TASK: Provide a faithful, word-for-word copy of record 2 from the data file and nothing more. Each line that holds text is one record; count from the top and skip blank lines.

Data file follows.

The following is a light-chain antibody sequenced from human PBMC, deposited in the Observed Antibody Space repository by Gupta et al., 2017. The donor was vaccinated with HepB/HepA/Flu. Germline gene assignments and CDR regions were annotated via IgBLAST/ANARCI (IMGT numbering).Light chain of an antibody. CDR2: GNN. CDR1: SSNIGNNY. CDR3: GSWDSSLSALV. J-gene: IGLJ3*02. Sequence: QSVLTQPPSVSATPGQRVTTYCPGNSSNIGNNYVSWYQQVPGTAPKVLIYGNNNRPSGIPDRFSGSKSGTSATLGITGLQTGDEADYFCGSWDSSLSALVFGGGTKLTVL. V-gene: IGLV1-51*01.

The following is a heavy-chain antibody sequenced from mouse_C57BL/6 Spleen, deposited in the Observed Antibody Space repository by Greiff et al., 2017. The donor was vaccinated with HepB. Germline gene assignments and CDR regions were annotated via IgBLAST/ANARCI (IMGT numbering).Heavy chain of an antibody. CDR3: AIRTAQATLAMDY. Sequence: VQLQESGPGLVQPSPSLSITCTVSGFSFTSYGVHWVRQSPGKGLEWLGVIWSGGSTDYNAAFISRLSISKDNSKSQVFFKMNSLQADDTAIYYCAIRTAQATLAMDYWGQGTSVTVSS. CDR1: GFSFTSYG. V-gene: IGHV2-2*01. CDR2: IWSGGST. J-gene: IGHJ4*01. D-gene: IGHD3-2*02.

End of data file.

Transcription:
The following is a heavy-chain antibody sequenced from mouse_C57BL/6 Spleen, deposited in the Observed Antibody Space repository by Greiff et al., 2017. The donor was vaccinated with HepB. Germline gene assignments and CDR regions were annotated via IgBLAST/ANARCI (IMGT numbering).Heavy chain of an antibody. CDR3: AIRTAQATLAMDY. Sequence: VQLQESGPGLVQPSPSLSITCTVSGFSFTSYGVHWVRQSPGKGLEWLGVIWSGGSTDYNAAFISRLSISKDNSKSQVFFKMNSLQADDTAIYYCAIRTAQATLAMDYWGQGTSVTVSS. CDR1: GFSFTSYG. V-gene: IGHV2-2*01. CDR2: IWSGGST. J-gene: IGHJ4*01. D-gene: IGHD3-2*02.